7. I cannot control everything.
This can be a tough one for nurses, who often joined the profession partly because they like to be in charge and have a lot of autonomy. But many things are still out of your control, and this is especially true in the healthcare field where you can do your best and still not achieve the patient outcomes you so desperately wanted. Rather than blame yourself, remind yourself that you cannot control everything and sometimes things happen.
8. I will focus on things that I can change.
Another mantra duo, “I will focus on things that I can change” is a good follow-up to “I cannot control everything.” Thinking about how you can’t control everything can sometimes lead to feelings of helplessness and powerlessness. But just because not everything is in your control doesn’t mean that nothing is. Concentrate on what you can do, even if it’s just taking the time to listen closely to a patient.
9.I have things to be grateful for.
In hard situations like coronavirus, it’s very easy to fixate on the negatives because there are so many bad things happening at once. While it can be difficult, try to find some small things to be grateful for–even if it’s as simple as a call with your loved ones or a nice soothing cup of tea. It sounds silly, but looking for the small things will help you find tiny sparks of positivity.
10. I am allowed to have negative feelings…but they won’t overwhelm me.
You are probably having a lot of emotions right now, many of them negative. You might be scared, sad, angry, confused or all of the above at once. Tell yourself that it’s okay not to be okay and that you are allowed to feel all your feelings, however negative they may be. Avoid “toxic positivity” which insists on projecting happiness and productivity at all times. However, you should also remind yourself that these feelings will pass. You don’t want to wallow in them so much that you tip into despair.
The right mantras and affirmations can help you center yourself, clear your head and reaffirm your priorities. If you’re in need of some mantras during the pandemic, try reciting these 10 phrases to yourself before donning your scrubs and heading to work. Thank you for all that you do!
Nurses spend countless hours on their feet. And it can cause them to hurt—a lot. So we consulted with a professional to find out how you can treat your feet right and avoid pain whenever possible. Dr. Grace Torres-Hodges, DPM, is a board-certified podiatrist in private practice in Pensacola, Florida, as well as a member and spokesperson for the American Podiatric Medical Association (APMA).
She took time to answer questions about how nurses can treat their feet.
What can nurses do to treat their feet well while they are actually on them? Walk/stand a certain way? Rest them if possible?
Nurses should consider themselves as athletes and that their job—especially on the hospital floor—is like playing a sport. It can be a true workout, especially as miles can accumulate walking the floors, and there is regular demand on the joints with bending, squatting, reaching, and lifting. The amount of pressure that puts on the feet is taxing.
So first off, eating healthy is important; stay hydrated, and avoid salty foods that can cause swelling. Wear compression socks and/or compression sleeves to reduce the degree of swelling of the skin in the legs. Meditate and stretch daily before and after a shift, as it is so important to take care of yourself before taking care of others. Wear wicking socks to draw the moisture away from the skin as with all that activity, feet will sweat.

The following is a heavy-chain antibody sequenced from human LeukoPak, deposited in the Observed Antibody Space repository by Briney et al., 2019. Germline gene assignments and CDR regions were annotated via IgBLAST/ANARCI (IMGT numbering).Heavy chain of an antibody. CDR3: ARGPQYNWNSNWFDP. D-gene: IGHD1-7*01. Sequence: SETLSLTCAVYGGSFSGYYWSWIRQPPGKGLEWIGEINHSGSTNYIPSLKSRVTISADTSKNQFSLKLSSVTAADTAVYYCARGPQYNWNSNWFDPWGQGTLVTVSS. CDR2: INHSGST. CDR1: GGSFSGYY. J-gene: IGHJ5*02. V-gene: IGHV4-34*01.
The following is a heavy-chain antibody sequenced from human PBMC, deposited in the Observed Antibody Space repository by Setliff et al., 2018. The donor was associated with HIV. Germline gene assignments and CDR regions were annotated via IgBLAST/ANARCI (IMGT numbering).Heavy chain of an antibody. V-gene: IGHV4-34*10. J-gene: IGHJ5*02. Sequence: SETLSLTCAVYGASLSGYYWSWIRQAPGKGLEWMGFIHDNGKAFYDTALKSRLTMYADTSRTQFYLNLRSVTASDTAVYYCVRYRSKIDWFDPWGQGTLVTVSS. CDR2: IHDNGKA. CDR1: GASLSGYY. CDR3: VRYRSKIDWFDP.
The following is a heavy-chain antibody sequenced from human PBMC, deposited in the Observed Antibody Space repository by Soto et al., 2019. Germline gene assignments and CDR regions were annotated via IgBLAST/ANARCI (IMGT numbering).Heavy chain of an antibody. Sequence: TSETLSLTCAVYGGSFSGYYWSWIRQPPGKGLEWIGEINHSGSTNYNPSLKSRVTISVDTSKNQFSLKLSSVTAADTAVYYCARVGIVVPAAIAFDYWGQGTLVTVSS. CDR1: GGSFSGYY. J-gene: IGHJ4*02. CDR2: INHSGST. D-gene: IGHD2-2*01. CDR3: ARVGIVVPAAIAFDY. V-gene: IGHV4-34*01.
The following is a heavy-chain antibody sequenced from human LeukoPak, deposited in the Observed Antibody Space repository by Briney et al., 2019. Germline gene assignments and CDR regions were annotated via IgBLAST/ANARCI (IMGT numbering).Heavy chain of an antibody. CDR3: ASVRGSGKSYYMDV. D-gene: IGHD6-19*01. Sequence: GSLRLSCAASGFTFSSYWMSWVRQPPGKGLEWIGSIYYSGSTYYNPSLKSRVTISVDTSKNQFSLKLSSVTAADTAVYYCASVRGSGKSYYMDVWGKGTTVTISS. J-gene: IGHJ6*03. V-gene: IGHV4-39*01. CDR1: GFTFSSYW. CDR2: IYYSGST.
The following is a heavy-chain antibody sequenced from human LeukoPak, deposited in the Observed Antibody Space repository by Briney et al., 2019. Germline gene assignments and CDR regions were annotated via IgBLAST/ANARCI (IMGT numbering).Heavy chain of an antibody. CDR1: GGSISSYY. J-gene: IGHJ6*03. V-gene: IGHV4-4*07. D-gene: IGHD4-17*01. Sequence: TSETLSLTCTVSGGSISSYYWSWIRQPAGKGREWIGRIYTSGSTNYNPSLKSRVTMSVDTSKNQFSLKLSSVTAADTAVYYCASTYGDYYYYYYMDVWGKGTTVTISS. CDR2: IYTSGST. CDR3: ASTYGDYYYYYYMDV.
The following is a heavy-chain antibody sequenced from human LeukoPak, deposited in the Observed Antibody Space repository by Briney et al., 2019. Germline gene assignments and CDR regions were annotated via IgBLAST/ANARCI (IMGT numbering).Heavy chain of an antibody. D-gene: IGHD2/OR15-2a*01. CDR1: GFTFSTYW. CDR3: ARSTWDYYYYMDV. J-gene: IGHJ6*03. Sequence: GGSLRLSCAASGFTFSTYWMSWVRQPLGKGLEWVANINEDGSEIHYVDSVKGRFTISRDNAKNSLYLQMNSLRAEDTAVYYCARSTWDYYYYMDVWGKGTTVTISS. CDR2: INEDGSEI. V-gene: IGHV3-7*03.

What should nurses look for in a shoe/sneaker to wear while working? Should they have more than one pair to rotate them out?
Wearing comfortable shoes is key! Again, like an athlete, it’s part of their gear/equipment. Make sure that when buying shoes:
Try on shoes at the end of the day, as that is when the foot is the largest.
Make sure that the shoe bends where the toes bend (don’t just go by size)—try on both shoes.
Make sure that there is a sturdy heel counter (squeeze the back of the shoe, and it should be firm. If it is a clog/mule, it should have a sturdy strap so that the heel doesn’t shift from side to side).
Make sure that the sole of the shoe is made of a material that is non-slip and water-resistant.
Look for a cushioned shoe to accommodate shock (recommend using sneakers as it has a cushioned inner sole, a shock absorbing midsole, and a protective, tractioned rubber outer sole.
And don’t forget to rotate your shoes. With that much mileage on your feet, you treat them like your tires.
What nurses can do to soothe or treat their feet after a long day?
Soaking at the end of the day is therapeutic—not only for hygiene, but to soothe the musculature. Many times, contrast baths can be quite effective, as going from warm to cold and warm again allow for the musculature to contract and expand. Massage is effective as well whether it is manual or with some device like a ball or roller. Also, it is important to protect the skin, as it is the body’s natural deterrent from infection. Avoid skin that is too dry or too wet. Inspect your feet regularly. Dry well between your toes and use a daily moisturizer.
What would readers be surprised to know about treating their feet right?
Pay attention to your nails; they can indicate a health history. The color, texture, and growth rate of the nails can be an indicator of disease, diet, infection, or injury.
Be cautious at nail salons, and don’t let your guard down. You are doing your best at work to take care of your feet, and you would not want a moment of relaxation to result in pain, ingrown toenails, and/or infection. There are some great pedicure pointers from the APMA.